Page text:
Champagne tasting – how should it look like?

International Chef Day - Bubbles bar
Interview with Bubbles’ Head Chef – Seweryn Piechowicz.
10/19/2017

There are champagnes and there are champagnes – just like with other types of drinks, champagnes differ from one another in taste and it’s a good idea to try at least few to find the one that will become our favorite. For that purpose it’s the best to go to a professionally organized tasting. How should it go?

There are plenty of legends and stereotypes for champagne – and, as is usually the case, most of them have little to do with reality. Let’s start by saying that many people in Poland don’t even have an idea what a real champagne is, incorrectly putting an equal sign between a noble drink from Champagne with a low quality sparkling wine from a supermarket. Meanwhile, an original champagne differs from it significantly in taste and quality. It also doesn’t mean that every product bearing that name is the same as the others.


Despite the differences, champagnes also have several significant shared traits. First thing: this name can only be put on the drinks manufactured in Champagne, which is one of the regions in France. Beside that, an important factor that separates champagne from a „regular” sparkling wine is the way the bubbles are created. Contrary to the layman belief, carbon dioxide is not pressed in. The bubbles in champagne are created in a natural way, which is with the aging of wine. In order for that to happen, the wine is already stored in bottles – it takes place in cellars where the temperature is 3-5 degrees and it takes at least 2 years.

How to organize a champagne tasting? This noble drink has to be served in special coolers – they’re usually made of stainless steel, sometimes even silver-plated, or even made entirely out of silver. One has to remember that such way of serving alcohol is not just dictated by the elegant look of the vessel, but also by practical issues – precious metals are great at maintaining temperature. We serve champagne at temperature of around 6-8 degrees. There are special, long glasses made just for that, the shape of which prevents the bubble from getting out too soon. We should also remember about the proper etiquette: first we serve the drinks to women and elders. We should also provide our guests with water to flush the glasses and mouths with, as well as a vessel to dump this water into. Wine should be poured up to the third of the glass’s height. It makes it easier to spin the contents around, which brings out the aroma and flavor.


A pretty controversial trait of tasting to many is spitting the wine out to a special vessel. This rules has a practical justification, though – it allows us to evaluate the successive drinks with the same attention and with an unchanged state of mind. Obviously, no one can make us spit out the wine in the event that the tasting was not meant for professionals, and its results don’t bear any particularly serious consequences.

There are several different types of tasting. There are sometimes „blind” tastings – the wines have their labels obscured and the participants know nothing about them. The remaining tastings can be split into vertical and horizontal ones. A vertical one has tasting the same wine from different years. A horizontal one, on the other hand, can use any key, or the product’s trait, such as the region, the manufacturer, the year or the grape variety used to make the tasted drinks.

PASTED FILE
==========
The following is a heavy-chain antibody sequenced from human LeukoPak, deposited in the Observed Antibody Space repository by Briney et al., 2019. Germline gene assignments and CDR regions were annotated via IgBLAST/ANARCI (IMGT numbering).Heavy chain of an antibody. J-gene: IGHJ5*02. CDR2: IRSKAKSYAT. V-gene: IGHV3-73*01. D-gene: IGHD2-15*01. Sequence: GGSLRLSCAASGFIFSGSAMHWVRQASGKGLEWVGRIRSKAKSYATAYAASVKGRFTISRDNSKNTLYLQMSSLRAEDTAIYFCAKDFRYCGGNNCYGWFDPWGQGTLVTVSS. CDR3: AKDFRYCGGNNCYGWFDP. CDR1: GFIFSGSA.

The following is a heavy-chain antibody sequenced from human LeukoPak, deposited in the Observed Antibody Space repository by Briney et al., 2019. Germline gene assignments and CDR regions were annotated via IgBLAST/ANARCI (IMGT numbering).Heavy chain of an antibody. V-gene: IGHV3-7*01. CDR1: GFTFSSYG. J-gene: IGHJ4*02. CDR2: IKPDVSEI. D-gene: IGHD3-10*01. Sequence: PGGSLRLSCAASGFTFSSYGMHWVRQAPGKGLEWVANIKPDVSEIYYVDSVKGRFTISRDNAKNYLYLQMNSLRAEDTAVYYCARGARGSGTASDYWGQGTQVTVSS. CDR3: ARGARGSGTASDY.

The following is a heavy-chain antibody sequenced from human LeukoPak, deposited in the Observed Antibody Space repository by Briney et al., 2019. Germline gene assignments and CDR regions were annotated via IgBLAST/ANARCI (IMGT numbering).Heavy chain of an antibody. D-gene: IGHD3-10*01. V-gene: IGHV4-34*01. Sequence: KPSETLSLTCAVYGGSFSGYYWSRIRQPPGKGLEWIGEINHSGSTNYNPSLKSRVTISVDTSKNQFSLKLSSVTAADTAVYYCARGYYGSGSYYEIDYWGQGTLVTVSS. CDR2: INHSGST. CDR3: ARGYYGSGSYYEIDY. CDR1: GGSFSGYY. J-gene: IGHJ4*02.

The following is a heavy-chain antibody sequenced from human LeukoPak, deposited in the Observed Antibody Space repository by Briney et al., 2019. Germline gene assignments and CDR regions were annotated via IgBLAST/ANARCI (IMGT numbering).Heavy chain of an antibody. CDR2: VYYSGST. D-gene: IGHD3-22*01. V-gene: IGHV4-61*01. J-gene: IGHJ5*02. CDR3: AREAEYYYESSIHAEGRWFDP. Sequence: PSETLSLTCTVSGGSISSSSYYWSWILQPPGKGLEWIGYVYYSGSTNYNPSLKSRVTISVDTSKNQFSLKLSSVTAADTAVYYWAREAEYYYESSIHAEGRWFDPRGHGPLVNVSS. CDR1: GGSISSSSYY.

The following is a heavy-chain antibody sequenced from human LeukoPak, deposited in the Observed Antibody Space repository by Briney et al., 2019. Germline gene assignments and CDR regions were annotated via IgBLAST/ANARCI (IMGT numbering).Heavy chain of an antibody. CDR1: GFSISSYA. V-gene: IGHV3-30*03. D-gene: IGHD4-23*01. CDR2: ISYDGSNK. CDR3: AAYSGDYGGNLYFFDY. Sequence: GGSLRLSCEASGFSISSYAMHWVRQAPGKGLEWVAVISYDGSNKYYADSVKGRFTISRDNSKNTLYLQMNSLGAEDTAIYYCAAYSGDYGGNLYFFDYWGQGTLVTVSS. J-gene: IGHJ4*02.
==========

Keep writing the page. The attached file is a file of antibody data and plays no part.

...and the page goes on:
A drink tasting follows the rule of „three kisses” – that’s because we use three different sense to evaluate a champagne. First of them is sight. First we have to take a look at the wine in our glass. The participants should pay attention to such traits as the color. It’s a good idea to see if the drink’s surface is shiny and the drink itself is clear (it shouldn’t be oily or rainbow opalescent – it could mean it’s oxidized). Doesn’t it have any extraneous matter or pollution (such as pieces of the cork)? How fast do the bubbles leave? Tinier bubbles that leave the drink slower indicate a high class of the champagne.


Another part of tasting is evaluating the aroma. How the wine smells indicates its place of origin, class and age. When using the scent of smelling we should use the three stages: we sniff the wine in a still glass, then we spin the vessel in order to release the heavier tones of aroma, and finally we stir the champagne intensively, finding out all of its aromas this way.


The last stage of tasting is using the sense of taste. We do it by taking a small amount of the drink in our mouths, then we inhale air in order to oxygenate it. By moving our tongue, we’re able to evaluate the wine’s sweetness, as well as acid and tannin content. When it comes to champagne, like with other wines, the key is the harmony, or the balance of its flavor. An important issue is also the „length” of the wine (also called the finish or the aftertaste), which is how long we can taste it in our mouth. In order not to get the tasting disrupted by anything, right before it it’s better not to eat any food (especially of intense, characteristic taste). During the testing we can have something to eat between successive champagnes, but it should be neutral products such as baguette or unsalted crackers.